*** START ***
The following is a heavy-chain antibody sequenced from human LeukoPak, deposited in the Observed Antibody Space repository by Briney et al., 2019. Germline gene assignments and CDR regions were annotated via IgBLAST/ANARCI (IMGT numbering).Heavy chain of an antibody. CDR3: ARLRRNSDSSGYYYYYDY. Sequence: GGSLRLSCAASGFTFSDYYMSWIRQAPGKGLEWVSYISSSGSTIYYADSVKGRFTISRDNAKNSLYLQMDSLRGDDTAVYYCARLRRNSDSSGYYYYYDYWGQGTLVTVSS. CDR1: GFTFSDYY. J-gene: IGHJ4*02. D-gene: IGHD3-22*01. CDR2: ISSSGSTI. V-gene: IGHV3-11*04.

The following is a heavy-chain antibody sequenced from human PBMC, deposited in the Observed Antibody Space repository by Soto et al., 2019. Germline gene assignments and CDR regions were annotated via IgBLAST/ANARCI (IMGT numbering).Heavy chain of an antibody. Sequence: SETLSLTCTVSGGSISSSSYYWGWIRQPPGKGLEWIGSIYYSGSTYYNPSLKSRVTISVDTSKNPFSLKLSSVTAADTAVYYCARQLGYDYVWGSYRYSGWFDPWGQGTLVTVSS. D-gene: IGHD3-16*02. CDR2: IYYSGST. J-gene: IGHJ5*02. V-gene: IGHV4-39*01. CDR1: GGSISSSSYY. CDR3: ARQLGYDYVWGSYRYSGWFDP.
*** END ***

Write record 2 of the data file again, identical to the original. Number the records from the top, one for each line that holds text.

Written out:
The following is a heavy-chain antibody sequenced from human PBMC, deposited in the Observed Antibody Space repository by Soto et al., 2019. Germline gene assignments and CDR regions were annotated via IgBLAST/ANARCI (IMGT numbering).Heavy chain of an antibody. Sequence: SETLSLTCTVSGGSISSSSYYWGWIRQPPGKGLEWIGSIYYSGSTYYNPSLKSRVTISVDTSKNPFSLKLSSVTAADTAVYYCARQLGYDYVWGSYRYSGWFDPWGQGTLVTVSS. D-gene: IGHD3-16*02. CDR2: IYYSGST. J-gene: IGHJ5*02. V-gene: IGHV4-39*01. CDR1: GGSISSSSYY. CDR3: ARQLGYDYVWGSYRYSGWFDP.